Eleanor Duckwall's Spotlight

August 11, 2008

UK: No interest sharia-compliant MasterCard launched

The announcement of the UK's first sharia-compliant MasterCard in London, the "Islamic financial centre of Europe," accompanied by the pronouncement that the Cordoba Gold MasterCard company will "donate 10% of its profits to registered charities in the UK and abroad" has me a bit confused: If they can't charge nor collect interest, how will the company earn a profit?

The MasterCard works like a pre-paid phone card: There is no debt.

But how can the company earn a profit? Perhaps this is the explanation.

Sharia forbids earning or paying interest on loans. So Sharia finance is about the ways to get around this prohibition. Sharia finance also concerns prohibitions on using money to finance the pork or alcohol industries.

The first is not a problem for dividend or capital gains earnings because they clearly involve risk which is a requirement of Sharia investments. The problem arises with home mortgages and savings accounts.

Home mortgages are handled by having a Sharia bank buy the relevant house and then sell it back, on a monthly payment schedule, to the mortgagee plus a rental fee on the use of the house. The net result is identical to a mortgage loan.

A savings account in a Sharia bank is one where the deposited money is invested in only Sharia investments. The returns are dividends and capital gains which are put in a fund that pays out the regular market savings account interest rate. Again, this is not really very different than a standard bank savings account except for the way the funds are invested (definitely not as secure as a bank savings account and certainly not insured by any government.)

All other Sharia finance is based on equity funds that exclude interest bearing instruments, like bonds, and avoid stocks in inappropriate (pork and alcohol) corporations. (Think socially responsible funds with an Islamic agenda.)

The multiple tools of hedge funds... options, puts, calls and arbitrage contracts are nearly all well suited to Sharia finance (excluding bets on interest rate markets such as Libors.)

The Sharia prohibition on interest was appropriate at the time of Mohammed, as Christianity took the same position. (Jews in both Moslem and Christian societies were relegated to banking.) We now see interest as a rental on money composed of a mix of risk, market pricing (national price index) and the supply of funds.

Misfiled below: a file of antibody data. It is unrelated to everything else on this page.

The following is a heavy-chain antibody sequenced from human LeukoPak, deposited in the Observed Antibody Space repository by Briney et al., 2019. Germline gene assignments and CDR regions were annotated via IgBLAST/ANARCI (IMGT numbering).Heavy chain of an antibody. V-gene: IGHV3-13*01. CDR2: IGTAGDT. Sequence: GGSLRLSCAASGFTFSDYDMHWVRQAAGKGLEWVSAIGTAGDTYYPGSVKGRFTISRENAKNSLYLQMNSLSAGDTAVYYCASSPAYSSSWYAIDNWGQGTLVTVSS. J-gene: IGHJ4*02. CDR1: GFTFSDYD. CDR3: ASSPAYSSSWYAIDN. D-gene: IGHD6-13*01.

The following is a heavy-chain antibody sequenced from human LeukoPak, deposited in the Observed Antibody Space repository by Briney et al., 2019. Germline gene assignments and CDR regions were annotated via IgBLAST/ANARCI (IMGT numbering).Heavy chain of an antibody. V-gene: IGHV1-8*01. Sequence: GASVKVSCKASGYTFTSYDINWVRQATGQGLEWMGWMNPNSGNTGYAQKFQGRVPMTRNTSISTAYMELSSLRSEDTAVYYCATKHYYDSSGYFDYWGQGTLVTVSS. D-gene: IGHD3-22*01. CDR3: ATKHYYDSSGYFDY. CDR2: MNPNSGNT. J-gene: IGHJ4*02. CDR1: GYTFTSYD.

As Islamic finance becomes more mainstream, so it looks towards conventional finance to adapt structures in order to satisfy the increasing demand for more sophisticated instruments.

Securitisation, for example, removes property- and project-based loans from banks’ balance sheets, and subordinated sukuk issues could better satisfy Islamic banks’ capital requirements ahead of implementation of the Basel II rules on capital adequacy ratios, while also offering higher yields to investors.

Issuing asset-backed rather than asset-based instruments also side-steps the repurchase controversy, whereby a borrower guarantees repayment of securities at face value on maturity or in the event of default. Some interpretations within fiqh (Islamic jurisprudence) say this contravenes the risk- and profit-sharing criteria required for Shar’iah compliance. With asset-backed instruments, the assets are legally isolated by the borrower into a special purpose vehicle, the cash flows and risk profile of which depend on the performance solely of the assets rather than of the borrower, and there is no repurchase undertaking.

Real estate investment trusts in the GCC are expected to reach new record issuance due to the tremendous property boom in Middle East markets, and should be supported by the concentration of high-net-worth individuals and family businesses whose collective wealth is estimated at over $1.3 trillion.

Some consider this policy "nothing but trickery":

Riyadh, Asharq Al-Awsat- Today, many Islamic banking products are based on jurisprudential trickery and crafty methods. When the jurisprudence of trickery flourishes and when jurists master these methods; it stands as evidence of their failure to adhere to Shariah’s provisions and rulings.